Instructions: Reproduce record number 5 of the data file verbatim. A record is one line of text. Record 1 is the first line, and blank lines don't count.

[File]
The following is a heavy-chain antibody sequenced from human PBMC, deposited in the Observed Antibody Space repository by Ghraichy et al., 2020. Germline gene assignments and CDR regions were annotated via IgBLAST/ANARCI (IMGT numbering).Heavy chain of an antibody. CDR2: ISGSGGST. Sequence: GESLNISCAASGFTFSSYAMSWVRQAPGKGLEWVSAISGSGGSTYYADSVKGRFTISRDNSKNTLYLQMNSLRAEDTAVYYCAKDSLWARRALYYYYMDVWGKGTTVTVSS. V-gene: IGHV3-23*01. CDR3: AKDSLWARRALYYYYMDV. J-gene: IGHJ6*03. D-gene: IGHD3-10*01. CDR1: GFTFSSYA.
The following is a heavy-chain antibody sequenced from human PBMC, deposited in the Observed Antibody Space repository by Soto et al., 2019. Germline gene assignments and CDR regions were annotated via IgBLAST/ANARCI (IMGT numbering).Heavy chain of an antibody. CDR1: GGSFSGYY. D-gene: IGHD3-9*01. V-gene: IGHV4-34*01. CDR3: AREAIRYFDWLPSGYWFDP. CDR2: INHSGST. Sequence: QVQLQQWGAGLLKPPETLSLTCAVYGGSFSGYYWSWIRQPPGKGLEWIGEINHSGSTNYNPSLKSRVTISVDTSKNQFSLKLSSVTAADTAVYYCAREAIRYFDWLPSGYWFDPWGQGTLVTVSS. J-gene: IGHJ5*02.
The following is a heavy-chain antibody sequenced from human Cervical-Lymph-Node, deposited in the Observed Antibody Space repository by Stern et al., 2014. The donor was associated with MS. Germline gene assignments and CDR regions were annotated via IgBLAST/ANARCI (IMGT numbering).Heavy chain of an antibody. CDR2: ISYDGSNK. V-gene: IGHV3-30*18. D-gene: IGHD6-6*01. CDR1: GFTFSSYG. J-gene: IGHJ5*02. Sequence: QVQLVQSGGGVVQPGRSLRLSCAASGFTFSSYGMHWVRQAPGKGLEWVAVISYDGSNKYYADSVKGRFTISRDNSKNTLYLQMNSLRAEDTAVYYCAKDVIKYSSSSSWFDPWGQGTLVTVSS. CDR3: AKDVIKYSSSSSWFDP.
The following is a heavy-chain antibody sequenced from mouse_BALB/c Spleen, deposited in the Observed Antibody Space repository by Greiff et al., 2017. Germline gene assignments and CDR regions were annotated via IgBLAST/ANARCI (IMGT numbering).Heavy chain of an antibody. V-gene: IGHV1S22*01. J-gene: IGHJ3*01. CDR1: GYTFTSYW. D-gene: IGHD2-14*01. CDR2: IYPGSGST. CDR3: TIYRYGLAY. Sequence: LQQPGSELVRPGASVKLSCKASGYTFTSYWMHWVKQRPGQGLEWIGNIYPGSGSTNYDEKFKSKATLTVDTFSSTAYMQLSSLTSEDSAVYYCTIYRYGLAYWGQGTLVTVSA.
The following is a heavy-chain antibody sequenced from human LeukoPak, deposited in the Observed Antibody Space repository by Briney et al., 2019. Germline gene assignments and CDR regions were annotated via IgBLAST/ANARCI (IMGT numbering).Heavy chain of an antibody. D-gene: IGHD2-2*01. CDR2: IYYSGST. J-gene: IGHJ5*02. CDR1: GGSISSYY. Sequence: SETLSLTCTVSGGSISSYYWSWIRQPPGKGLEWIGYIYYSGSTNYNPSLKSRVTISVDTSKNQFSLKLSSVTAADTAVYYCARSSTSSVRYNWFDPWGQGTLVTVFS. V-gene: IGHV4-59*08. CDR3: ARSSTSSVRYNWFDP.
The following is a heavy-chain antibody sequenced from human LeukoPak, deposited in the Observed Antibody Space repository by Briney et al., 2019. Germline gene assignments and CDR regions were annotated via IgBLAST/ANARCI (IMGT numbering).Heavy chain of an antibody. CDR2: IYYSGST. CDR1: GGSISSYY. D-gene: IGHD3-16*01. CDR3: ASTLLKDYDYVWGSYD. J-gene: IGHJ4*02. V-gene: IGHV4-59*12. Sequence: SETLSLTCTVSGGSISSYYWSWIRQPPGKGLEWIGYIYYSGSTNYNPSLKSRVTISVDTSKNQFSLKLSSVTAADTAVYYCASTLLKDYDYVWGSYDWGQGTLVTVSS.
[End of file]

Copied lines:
The following is a heavy-chain antibody sequenced from human LeukoPak, deposited in the Observed Antibody Space repository by Briney et al., 2019. Germline gene assignments and CDR regions were annotated via IgBLAST/ANARCI (IMGT numbering).Heavy chain of an antibody. D-gene: IGHD2-2*01. CDR2: IYYSGST. J-gene: IGHJ5*02. CDR1: GGSISSYY. Sequence: SETLSLTCTVSGGSISSYYWSWIRQPPGKGLEWIGYIYYSGSTNYNPSLKSRVTISVDTSKNQFSLKLSSVTAADTAVYYCARSSTSSVRYNWFDPWGQGTLVTVFS. V-gene: IGHV4-59*08. CDR3: ARSSTSSVRYNWFDP.